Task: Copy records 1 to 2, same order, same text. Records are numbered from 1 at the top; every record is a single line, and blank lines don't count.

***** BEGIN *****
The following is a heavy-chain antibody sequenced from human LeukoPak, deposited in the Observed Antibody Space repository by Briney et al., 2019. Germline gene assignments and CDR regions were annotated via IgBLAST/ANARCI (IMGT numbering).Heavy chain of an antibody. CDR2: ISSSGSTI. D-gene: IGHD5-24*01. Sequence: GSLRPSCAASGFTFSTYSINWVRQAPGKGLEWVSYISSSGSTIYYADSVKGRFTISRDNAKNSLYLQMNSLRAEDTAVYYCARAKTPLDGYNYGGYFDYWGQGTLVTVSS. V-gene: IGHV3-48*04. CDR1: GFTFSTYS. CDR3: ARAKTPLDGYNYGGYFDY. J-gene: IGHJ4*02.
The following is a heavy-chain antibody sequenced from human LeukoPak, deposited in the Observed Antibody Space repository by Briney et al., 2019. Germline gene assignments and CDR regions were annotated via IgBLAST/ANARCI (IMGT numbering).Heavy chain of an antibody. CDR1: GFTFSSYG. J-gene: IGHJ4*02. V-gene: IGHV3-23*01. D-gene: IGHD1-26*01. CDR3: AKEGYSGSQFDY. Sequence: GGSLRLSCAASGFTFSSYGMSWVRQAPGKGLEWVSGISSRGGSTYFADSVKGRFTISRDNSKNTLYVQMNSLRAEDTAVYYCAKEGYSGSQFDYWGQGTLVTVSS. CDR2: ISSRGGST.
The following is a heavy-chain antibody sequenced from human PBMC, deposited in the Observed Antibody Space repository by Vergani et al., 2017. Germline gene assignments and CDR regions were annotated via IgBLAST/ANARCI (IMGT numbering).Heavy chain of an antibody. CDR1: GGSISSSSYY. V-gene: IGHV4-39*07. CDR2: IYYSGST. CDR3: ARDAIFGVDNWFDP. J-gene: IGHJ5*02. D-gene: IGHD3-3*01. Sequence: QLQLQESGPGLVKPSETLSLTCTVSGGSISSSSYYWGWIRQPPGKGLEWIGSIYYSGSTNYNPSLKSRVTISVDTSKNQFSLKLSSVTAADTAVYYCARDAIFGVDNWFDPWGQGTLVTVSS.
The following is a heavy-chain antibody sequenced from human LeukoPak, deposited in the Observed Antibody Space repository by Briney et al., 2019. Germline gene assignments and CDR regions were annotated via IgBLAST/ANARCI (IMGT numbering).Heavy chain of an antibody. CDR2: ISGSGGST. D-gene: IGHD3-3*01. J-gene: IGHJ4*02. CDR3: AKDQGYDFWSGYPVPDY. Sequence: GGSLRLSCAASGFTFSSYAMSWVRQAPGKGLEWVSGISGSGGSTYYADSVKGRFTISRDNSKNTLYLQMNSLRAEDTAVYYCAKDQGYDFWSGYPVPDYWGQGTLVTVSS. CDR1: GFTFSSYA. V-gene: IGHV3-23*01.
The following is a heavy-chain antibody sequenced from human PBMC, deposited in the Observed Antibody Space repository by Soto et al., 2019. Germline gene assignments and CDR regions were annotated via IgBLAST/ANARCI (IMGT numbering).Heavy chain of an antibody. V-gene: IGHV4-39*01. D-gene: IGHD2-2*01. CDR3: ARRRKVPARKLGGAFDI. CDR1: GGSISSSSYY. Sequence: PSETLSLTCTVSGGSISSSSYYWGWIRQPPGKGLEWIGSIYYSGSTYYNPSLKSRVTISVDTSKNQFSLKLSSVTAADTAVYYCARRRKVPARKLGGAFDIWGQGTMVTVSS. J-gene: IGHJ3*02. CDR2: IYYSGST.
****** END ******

The following is a heavy-chain antibody sequenced from human LeukoPak, deposited in the Observed Antibody Space repository by Briney et al., 2019. Germline gene assignments and CDR regions were annotated via IgBLAST/ANARCI (IMGT numbering).Heavy chain of an antibody. CDR2: ISSSGSTI. D-gene: IGHD5-24*01. Sequence: GSLRPSCAASGFTFSTYSINWVRQAPGKGLEWVSYISSSGSTIYYADSVKGRFTISRDNAKNSLYLQMNSLRAEDTAVYYCARAKTPLDGYNYGGYFDYWGQGTLVTVSS. V-gene: IGHV3-48*04. CDR1: GFTFSTYS. CDR3: ARAKTPLDGYNYGGYFDY. J-gene: IGHJ4*02.
The following is a heavy-chain antibody sequenced from human LeukoPak, deposited in the Observed Antibody Space repository by Briney et al., 2019. Germline gene assignments and CDR regions were annotated via IgBLAST/ANARCI (IMGT numbering).Heavy chain of an antibody. CDR1: GFTFSSYG. J-gene: IGHJ4*02. V-gene: IGHV3-23*01. D-gene: IGHD1-26*01. CDR3: AKEGYSGSQFDY. Sequence: GGSLRLSCAASGFTFSSYGMSWVRQAPGKGLEWVSGISSRGGSTYFADSVKGRFTISRDNSKNTLYVQMNSLRAEDTAVYYCAKEGYSGSQFDYWGQGTLVTVSS. CDR2: ISSRGGST.